The physician can pass other instruments through the same incision, or through other tiny incisions, to remove the misplaced endometrial tissue.

Laparotomy

In laparotomy, an incision is made in the abdomen and the abdominal cavity is opened and explored for signs of disease. Any endometrial tissue is removed, and the incision is then closed.

Laparotomy is major surgery that requires a brief hospital stay and three to four weeks of recuperation afterwards. This procedure is not performed as commonly as laparoscopy.

Laser Surgery

A laser is a device that concentrates light into an intense beam to produce heat that can destroy misplaced endometrial tissue. A variety of lasers can be used for treating endometriosis during laparoscopy. Although laser surgery is an important advance, it has not been shown to be superior or safer than other laparoscopic methods that destroy tissue, such as the use of electrical probes or direct heat.

Electrocautery

This procedure uses an electrical current to produce heat and destroy the patches of endometrial tissue. As with laser surgery, electrocautery is performed during laparoscopy.

Hysterectomy

Hysterectomy, the most radical treatment for endometriosis, involves surgically removing the uterus, both ovaries and both fallopian tubes, along with as many areas as possible of misplaced endometrial tissue.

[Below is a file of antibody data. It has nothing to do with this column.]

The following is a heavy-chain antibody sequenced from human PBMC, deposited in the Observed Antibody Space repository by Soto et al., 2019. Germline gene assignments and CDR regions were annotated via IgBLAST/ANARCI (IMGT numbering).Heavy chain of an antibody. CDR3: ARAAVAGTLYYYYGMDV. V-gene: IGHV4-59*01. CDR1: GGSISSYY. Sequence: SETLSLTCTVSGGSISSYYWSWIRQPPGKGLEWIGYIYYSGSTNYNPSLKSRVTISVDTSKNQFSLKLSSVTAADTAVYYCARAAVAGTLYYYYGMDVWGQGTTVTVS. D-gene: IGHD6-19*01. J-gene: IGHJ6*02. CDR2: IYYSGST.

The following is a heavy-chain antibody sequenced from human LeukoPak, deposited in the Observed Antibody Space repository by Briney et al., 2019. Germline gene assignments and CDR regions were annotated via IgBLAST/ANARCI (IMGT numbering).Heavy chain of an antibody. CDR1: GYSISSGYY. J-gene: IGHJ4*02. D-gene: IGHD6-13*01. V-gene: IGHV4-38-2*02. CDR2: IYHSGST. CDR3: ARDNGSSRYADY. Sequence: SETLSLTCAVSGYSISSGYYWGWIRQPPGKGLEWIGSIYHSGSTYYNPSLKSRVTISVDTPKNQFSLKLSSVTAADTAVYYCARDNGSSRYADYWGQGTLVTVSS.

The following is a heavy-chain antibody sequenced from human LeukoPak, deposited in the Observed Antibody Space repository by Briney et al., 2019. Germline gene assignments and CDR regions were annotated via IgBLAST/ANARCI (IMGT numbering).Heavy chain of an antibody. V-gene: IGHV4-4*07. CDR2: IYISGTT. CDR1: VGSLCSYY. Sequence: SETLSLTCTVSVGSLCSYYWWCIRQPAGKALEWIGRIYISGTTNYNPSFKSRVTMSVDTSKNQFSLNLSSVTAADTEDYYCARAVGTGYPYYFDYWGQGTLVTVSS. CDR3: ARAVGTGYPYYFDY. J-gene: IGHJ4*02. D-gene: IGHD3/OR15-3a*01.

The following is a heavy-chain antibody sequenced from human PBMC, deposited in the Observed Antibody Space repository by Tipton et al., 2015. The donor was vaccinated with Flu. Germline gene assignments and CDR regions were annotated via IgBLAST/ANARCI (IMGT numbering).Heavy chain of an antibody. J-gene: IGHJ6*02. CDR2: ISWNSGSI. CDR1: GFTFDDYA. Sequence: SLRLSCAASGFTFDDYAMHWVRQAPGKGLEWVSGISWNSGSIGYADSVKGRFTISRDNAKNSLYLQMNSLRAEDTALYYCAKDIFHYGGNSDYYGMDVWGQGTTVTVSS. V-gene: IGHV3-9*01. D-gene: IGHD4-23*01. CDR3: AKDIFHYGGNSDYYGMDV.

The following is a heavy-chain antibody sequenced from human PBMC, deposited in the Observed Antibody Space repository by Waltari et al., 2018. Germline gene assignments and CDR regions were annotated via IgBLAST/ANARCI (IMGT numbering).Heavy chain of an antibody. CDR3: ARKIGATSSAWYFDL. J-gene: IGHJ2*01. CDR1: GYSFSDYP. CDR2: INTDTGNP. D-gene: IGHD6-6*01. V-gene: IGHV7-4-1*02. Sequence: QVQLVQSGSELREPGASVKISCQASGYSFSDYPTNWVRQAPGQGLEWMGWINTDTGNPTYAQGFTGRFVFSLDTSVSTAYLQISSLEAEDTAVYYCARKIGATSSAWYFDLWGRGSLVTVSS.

A hysterectomy can be performed by making a cut (incision) in your abdomen, which exposes the organs and tissues that need to be removed. This is called an abdominal hysterectomy. During the procedure, a woman will have general anesthesia and will be asleep.

A hysterectomy also can be performed through the vagina (vaginal hysterectomy), which eliminates the need for an abdominal incision. However, in women with endometriosis, an open incision allows the surgeon the opportunity to better view the abdominal cavity to look for and remove areas of endometriosis.

The major advantage of hysterectomy is that it is very effective, and recurrences of endometriosis are rare. After a hysterectomy, a woman will no longer have menstrual periods and may experience symptoms of menopause. However, those symptoms can be controlled with hormone replacement therapy and other medication.